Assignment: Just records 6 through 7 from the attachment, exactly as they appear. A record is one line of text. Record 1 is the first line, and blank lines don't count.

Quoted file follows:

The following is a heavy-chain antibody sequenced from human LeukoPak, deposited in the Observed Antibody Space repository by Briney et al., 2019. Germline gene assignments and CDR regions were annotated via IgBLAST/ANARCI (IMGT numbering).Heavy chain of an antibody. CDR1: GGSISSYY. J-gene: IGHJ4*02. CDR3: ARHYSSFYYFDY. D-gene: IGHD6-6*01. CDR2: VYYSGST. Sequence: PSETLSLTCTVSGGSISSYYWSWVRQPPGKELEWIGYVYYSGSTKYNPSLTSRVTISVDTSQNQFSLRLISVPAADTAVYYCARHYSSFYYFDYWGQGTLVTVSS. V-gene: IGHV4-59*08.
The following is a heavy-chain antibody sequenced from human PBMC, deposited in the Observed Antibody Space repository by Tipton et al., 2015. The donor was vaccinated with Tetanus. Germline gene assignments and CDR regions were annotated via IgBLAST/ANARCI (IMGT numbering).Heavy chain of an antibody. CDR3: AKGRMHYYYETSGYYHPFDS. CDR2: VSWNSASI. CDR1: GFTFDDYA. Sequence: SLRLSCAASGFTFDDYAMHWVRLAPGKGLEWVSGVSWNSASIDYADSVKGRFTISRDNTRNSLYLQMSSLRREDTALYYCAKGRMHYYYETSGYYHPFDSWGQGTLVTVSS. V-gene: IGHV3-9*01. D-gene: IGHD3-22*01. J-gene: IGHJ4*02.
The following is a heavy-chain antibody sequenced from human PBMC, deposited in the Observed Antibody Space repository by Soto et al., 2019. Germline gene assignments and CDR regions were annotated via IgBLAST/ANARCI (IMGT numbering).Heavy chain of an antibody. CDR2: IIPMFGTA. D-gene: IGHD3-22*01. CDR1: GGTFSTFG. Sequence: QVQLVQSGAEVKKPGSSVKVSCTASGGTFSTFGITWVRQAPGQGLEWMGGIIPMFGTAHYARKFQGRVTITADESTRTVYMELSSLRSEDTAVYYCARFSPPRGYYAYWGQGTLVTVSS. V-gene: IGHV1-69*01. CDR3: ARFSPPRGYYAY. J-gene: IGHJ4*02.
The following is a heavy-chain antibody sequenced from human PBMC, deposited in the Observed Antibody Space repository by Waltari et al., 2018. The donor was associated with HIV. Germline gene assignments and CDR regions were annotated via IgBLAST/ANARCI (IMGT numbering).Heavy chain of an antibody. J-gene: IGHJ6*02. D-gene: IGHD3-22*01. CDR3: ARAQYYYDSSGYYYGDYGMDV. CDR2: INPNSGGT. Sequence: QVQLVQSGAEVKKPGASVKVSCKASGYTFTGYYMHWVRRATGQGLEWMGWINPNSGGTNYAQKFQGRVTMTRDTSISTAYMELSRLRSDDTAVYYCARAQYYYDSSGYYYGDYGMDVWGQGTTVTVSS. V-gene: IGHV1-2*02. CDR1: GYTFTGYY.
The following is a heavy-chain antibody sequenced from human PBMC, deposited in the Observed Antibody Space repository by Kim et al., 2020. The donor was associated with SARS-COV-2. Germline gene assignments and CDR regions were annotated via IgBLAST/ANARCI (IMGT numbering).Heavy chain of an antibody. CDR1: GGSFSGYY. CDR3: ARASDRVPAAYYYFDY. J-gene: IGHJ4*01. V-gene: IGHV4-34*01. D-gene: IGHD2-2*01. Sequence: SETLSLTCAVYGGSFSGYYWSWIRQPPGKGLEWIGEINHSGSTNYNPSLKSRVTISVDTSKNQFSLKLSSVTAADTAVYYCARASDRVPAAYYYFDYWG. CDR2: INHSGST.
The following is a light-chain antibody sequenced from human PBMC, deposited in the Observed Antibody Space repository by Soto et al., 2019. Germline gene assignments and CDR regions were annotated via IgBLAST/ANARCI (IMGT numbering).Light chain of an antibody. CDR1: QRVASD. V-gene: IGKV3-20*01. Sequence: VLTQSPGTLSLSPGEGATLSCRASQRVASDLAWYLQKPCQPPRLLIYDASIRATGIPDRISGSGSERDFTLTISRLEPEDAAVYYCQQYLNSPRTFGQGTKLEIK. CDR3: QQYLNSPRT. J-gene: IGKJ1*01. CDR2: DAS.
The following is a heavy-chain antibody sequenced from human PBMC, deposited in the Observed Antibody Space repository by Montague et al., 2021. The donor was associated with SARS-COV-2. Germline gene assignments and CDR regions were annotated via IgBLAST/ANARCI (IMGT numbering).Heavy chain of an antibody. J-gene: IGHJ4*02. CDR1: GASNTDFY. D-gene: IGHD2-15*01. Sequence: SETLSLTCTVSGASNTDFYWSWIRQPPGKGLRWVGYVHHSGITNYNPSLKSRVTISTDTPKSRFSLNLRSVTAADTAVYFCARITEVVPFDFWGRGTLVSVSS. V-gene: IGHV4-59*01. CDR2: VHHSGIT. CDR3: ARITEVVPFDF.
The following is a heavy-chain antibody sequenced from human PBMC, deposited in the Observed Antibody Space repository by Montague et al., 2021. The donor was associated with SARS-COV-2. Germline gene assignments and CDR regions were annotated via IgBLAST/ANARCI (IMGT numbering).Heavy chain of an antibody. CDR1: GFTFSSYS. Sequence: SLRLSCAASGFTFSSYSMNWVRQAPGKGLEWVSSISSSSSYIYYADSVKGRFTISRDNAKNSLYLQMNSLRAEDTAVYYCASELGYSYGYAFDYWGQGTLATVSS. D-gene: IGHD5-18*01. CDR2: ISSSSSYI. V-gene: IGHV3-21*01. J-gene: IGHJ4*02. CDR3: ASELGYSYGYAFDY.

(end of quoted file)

The following is a light-chain antibody sequenced from human PBMC, deposited in the Observed Antibody Space repository by Soto et al., 2019. Germline gene assignments and CDR regions were annotated via IgBLAST/ANARCI (IMGT numbering).Light chain of an antibody. CDR1: QRVASD. V-gene: IGKV3-20*01. Sequence: VLTQSPGTLSLSPGEGATLSCRASQRVASDLAWYLQKPCQPPRLLIYDASIRATGIPDRISGSGSERDFTLTISRLEPEDAAVYYCQQYLNSPRTFGQGTKLEIK. CDR3: QQYLNSPRT. J-gene: IGKJ1*01. CDR2: DAS.
The following is a heavy-chain antibody sequenced from human PBMC, deposited in the Observed Antibody Space repository by Montague et al., 2021. The donor was associated with SARS-COV-2. Germline gene assignments and CDR regions were annotated via IgBLAST/ANARCI (IMGT numbering).Heavy chain of an antibody. J-gene: IGHJ4*02. CDR1: GASNTDFY. D-gene: IGHD2-15*01. Sequence: SETLSLTCTVSGASNTDFYWSWIRQPPGKGLRWVGYVHHSGITNYNPSLKSRVTISTDTPKSRFSLNLRSVTAADTAVYFCARITEVVPFDFWGRGTLVSVSS. V-gene: IGHV4-59*01. CDR2: VHHSGIT. CDR3: ARITEVVPFDF.